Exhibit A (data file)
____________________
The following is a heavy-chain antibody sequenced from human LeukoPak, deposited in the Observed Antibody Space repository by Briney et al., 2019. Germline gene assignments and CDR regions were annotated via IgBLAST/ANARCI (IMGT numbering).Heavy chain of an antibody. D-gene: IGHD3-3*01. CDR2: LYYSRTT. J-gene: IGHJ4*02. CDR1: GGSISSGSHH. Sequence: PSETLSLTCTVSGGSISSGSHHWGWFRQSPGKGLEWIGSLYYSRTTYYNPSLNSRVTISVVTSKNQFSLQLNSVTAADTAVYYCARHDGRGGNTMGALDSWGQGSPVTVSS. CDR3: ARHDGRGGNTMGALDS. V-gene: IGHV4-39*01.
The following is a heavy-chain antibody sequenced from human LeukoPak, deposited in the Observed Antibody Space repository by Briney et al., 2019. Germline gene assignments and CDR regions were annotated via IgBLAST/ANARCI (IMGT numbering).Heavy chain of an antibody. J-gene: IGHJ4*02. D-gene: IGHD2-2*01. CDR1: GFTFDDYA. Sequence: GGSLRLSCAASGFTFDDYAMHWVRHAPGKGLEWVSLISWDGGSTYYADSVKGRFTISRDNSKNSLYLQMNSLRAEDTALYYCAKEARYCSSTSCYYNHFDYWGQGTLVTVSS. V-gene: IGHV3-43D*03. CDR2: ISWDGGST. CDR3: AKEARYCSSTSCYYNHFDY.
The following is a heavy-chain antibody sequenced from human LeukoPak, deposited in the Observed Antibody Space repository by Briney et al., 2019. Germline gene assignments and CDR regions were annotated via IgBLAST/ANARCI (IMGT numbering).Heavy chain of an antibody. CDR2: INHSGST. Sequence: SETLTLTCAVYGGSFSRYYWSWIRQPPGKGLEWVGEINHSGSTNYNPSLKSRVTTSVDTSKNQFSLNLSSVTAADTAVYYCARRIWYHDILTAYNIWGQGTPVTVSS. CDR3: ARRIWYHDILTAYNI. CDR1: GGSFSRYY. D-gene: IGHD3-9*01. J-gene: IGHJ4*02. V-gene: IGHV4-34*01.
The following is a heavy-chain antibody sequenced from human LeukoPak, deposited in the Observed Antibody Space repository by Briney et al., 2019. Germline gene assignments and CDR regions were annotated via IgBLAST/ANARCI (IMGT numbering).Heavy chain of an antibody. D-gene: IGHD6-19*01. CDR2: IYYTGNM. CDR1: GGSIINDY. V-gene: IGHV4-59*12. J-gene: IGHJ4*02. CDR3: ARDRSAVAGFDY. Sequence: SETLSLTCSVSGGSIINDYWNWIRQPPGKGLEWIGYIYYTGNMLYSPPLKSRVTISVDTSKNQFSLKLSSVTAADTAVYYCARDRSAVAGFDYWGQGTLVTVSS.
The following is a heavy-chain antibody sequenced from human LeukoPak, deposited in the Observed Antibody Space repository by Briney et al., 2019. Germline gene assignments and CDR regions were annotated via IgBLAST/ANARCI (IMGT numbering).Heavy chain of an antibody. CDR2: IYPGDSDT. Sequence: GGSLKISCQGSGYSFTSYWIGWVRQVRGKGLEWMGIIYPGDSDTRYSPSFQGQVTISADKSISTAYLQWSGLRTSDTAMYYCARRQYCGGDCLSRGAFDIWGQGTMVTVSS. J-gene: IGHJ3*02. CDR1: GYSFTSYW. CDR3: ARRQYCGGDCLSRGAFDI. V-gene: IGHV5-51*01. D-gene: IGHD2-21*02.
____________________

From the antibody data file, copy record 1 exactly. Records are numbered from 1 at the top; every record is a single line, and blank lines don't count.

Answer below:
The following is a heavy-chain antibody sequenced from human LeukoPak, deposited in the Observed Antibody Space repository by Briney et al., 2019. Germline gene assignments and CDR regions were annotated via IgBLAST/ANARCI (IMGT numbering).Heavy chain of an antibody. D-gene: IGHD3-3*01. CDR2: LYYSRTT. J-gene: IGHJ4*02. CDR1: GGSISSGSHH. Sequence: PSETLSLTCTVSGGSISSGSHHWGWFRQSPGKGLEWIGSLYYSRTTYYNPSLNSRVTISVVTSKNQFSLQLNSVTAADTAVYYCARHDGRGGNTMGALDSWGQGSPVTVSS. CDR3: ARHDGRGGNTMGALDS. V-gene: IGHV4-39*01.